November 13, 1917—Liq. Petroleum Gas., Bingham, Pa.; loss, $655. Shortly after a tank car had been coupled to on siding, liquid was noted bubbling from the dome. Before tank car could be isolated the dome cover blew off and gasoline spurted about 10 feet into the air. The vapor was doubtless ignited by a switch light 130 feet distant. Only about V/2 per cent, of vacant space was provided for outage, and undoubtedly the dome cover was improperly secured.

February 12, 1918—Casinghead Gasoline, Atlanta, Ga.; 2 killed; 11 injured; loss, $5,500. C. O. S. X. Tank Car 1470 on side track. Consignee’s employee without carrier’s permission unscrewed dome cover to get sample of contents. Vapor ignited by open fire in a vulcanizing plant 3 feet from track.

December 31, 1918—Casinghead Gasoline, Leach, Ky.; 5 killed; 1 injured. U. T. L. X. Tank Car 24229 on shipper’s siding developed leak around dome cover due to buckling of gasket. Cover not removed account of interior pressure. Safety valve caps raised with iron bars, but pressure continued to escape from caps and around dome cover for two hours. Finally dome cover was removed and escaping vapor ignited. The flash extended to the porch of a house 200 feet away, killing 4 children and their mother. It is believed that ignition was caused by flame in kitchen stove of above house.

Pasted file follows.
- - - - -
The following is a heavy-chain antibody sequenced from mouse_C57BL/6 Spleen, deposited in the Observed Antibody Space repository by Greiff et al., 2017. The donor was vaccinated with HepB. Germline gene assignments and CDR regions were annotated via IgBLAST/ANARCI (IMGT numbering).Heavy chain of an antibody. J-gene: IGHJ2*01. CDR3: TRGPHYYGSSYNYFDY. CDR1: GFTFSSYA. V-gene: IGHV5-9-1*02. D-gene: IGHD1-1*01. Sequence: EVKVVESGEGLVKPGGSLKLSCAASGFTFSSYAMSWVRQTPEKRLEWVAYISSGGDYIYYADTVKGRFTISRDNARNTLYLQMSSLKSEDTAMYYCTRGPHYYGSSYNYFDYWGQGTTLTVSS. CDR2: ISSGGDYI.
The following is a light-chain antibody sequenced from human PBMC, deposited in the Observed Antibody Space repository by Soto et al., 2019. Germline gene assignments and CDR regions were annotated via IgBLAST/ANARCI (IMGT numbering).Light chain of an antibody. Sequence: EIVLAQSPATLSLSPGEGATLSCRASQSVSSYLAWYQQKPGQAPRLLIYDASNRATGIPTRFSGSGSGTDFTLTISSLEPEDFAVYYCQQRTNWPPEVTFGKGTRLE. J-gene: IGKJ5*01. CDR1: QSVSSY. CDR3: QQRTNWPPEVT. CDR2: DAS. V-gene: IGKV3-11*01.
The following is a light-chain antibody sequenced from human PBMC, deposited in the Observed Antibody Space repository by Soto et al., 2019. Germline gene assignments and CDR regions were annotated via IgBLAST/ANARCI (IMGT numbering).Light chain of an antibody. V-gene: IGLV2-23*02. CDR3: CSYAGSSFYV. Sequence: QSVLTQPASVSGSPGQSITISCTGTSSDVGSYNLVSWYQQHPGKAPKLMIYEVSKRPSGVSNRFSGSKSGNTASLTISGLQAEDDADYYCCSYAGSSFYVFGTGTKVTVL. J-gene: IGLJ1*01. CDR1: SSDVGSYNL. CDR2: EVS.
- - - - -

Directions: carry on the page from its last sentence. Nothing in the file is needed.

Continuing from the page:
February 13, 1919—Casinghead Gasoline, Turner, W. Va.; 3 injured; loss, $17,591. U. T. L. X. Tank Car 1316 loaded shell full; dome did not allow sufficient outage. The material was loaded at 24° F. Temperature increased to 55° F. on the day of shipment internal pressure forced dome cover off when car was coupled on to other cars, dome cover having been insecurely held by about two threads. Vapor ignited by fire inside a carbon black plant 37 feet away.

June 1, 1919—Casinghead Gasoline, Wilsonburg, W. Va.; 1 injured; loss, $1,000. U. T. L. X. Tank Car 5112 returned for repairs to shipper’s nearest siding, on account of vapor escaping at safety valve and dome cover. The cover, which was defective, blew off and contents of tank overflowed into creek and was ignited by bonfire 1,500 feet down stream.